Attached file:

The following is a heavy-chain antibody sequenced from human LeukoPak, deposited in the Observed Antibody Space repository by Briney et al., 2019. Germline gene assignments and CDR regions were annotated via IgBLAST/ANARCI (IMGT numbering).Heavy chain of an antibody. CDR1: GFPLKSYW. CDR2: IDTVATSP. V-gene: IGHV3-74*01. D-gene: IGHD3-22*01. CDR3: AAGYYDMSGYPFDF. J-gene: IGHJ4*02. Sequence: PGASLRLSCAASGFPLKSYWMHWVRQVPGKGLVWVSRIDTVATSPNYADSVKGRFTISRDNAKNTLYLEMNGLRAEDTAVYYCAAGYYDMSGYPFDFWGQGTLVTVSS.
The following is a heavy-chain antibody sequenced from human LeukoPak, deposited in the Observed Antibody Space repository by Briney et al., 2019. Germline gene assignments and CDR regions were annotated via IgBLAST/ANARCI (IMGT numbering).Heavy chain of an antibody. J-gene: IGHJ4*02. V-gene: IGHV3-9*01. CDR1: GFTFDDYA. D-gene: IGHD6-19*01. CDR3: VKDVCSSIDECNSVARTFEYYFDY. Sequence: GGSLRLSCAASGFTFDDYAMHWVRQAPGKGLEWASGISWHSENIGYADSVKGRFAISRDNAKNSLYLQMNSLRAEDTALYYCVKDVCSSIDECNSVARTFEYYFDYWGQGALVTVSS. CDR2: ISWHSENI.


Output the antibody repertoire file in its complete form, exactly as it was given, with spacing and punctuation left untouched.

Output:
The following is a heavy-chain antibody sequenced from human LeukoPak, deposited in the Observed Antibody Space repository by Briney et al., 2019. Germline gene assignments and CDR regions were annotated via IgBLAST/ANARCI (IMGT numbering).Heavy chain of an antibody. CDR1: GFPLKSYW. CDR2: IDTVATSP. V-gene: IGHV3-74*01. D-gene: IGHD3-22*01. CDR3: AAGYYDMSGYPFDF. J-gene: IGHJ4*02. Sequence: PGASLRLSCAASGFPLKSYWMHWVRQVPGKGLVWVSRIDTVATSPNYADSVKGRFTISRDNAKNTLYLEMNGLRAEDTAVYYCAAGYYDMSGYPFDFWGQGTLVTVSS.
The following is a heavy-chain antibody sequenced from human LeukoPak, deposited in the Observed Antibody Space repository by Briney et al., 2019. Germline gene assignments and CDR regions were annotated via IgBLAST/ANARCI (IMGT numbering).Heavy chain of an antibody. J-gene: IGHJ4*02. V-gene: IGHV3-9*01. CDR1: GFTFDDYA. D-gene: IGHD6-19*01. CDR3: VKDVCSSIDECNSVARTFEYYFDY. Sequence: GGSLRLSCAASGFTFDDYAMHWVRQAPGKGLEWASGISWHSENIGYADSVKGRFAISRDNAKNSLYLQMNSLRAEDTALYYCVKDVCSSIDECNSVARTFEYYFDYWGQGALVTVSS. CDR2: ISWHSENI.